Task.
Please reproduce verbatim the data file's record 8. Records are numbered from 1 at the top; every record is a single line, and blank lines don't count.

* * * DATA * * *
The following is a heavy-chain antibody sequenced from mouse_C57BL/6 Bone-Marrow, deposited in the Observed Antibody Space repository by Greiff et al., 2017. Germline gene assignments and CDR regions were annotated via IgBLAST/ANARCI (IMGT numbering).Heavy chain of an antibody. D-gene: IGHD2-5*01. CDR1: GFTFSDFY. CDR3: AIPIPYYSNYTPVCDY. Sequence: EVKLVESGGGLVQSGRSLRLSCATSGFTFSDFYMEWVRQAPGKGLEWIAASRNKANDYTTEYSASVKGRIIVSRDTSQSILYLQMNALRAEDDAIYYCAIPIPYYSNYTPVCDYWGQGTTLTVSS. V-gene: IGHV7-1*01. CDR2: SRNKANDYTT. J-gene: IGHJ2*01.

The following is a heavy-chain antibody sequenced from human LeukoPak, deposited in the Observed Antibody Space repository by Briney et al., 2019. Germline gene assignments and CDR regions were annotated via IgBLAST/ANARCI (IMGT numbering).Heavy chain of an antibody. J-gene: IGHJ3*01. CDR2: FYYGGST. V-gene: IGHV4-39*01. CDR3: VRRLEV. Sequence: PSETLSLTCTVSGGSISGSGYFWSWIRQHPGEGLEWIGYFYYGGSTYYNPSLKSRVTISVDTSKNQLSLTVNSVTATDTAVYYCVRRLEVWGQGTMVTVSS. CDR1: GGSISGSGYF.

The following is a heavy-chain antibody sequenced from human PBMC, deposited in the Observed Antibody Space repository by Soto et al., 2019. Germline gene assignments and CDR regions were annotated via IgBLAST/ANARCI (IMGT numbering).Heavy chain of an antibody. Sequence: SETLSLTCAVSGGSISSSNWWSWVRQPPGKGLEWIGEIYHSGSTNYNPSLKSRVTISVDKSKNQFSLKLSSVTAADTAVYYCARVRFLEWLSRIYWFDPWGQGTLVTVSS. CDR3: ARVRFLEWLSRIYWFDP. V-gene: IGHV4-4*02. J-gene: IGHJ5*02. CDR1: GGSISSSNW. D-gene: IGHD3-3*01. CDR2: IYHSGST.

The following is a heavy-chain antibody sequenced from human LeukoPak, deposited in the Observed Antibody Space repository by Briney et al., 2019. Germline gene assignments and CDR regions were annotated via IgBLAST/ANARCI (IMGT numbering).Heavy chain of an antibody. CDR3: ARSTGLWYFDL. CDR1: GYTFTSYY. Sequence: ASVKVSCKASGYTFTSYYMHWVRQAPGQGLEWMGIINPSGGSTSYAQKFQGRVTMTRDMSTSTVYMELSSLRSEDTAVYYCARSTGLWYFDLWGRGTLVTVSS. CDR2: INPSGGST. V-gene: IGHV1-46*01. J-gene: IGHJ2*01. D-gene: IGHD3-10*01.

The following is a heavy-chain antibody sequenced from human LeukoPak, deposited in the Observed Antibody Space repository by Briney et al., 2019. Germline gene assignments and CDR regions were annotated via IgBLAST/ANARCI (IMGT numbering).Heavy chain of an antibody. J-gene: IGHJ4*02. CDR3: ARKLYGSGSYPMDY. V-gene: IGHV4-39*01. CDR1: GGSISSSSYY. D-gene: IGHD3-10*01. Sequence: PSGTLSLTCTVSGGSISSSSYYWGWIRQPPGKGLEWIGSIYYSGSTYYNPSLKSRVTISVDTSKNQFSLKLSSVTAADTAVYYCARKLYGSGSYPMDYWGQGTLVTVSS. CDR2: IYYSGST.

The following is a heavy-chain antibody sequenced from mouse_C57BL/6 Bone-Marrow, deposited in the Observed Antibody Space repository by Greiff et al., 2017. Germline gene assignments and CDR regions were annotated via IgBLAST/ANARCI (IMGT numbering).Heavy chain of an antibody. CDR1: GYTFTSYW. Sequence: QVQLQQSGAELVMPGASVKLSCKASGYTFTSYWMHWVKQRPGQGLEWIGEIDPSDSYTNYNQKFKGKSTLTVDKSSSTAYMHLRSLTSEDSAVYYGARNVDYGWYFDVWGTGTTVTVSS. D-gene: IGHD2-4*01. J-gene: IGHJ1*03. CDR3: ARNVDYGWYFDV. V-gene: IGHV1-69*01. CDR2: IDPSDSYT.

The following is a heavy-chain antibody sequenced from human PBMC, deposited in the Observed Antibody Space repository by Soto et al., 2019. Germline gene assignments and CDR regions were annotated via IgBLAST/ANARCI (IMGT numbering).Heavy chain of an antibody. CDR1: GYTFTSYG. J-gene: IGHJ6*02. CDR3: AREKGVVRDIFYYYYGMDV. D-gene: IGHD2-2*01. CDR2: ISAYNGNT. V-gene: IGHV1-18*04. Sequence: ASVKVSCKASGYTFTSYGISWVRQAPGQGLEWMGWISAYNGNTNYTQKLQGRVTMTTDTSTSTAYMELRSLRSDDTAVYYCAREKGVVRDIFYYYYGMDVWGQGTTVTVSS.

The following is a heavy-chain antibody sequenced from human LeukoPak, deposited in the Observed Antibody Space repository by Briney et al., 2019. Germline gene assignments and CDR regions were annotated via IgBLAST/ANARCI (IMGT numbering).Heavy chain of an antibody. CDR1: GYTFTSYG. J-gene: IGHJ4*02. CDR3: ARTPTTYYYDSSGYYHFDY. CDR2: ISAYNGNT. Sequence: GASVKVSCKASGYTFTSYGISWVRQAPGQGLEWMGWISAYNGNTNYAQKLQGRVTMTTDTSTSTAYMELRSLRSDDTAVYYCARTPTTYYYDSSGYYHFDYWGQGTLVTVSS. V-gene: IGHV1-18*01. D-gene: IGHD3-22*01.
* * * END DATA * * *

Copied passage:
The following is a heavy-chain antibody sequenced from human LeukoPak, deposited in the Observed Antibody Space repository by Briney et al., 2019. Germline gene assignments and CDR regions were annotated via IgBLAST/ANARCI (IMGT numbering).Heavy chain of an antibody. CDR1: GYTFTSYG. J-gene: IGHJ4*02. CDR3: ARTPTTYYYDSSGYYHFDY. CDR2: ISAYNGNT. Sequence: GASVKVSCKASGYTFTSYGISWVRQAPGQGLEWMGWISAYNGNTNYAQKLQGRVTMTTDTSTSTAYMELRSLRSDDTAVYYCARTPTTYYYDSSGYYHFDYWGQGTLVTVSS. V-gene: IGHV1-18*01. D-gene: IGHD3-22*01.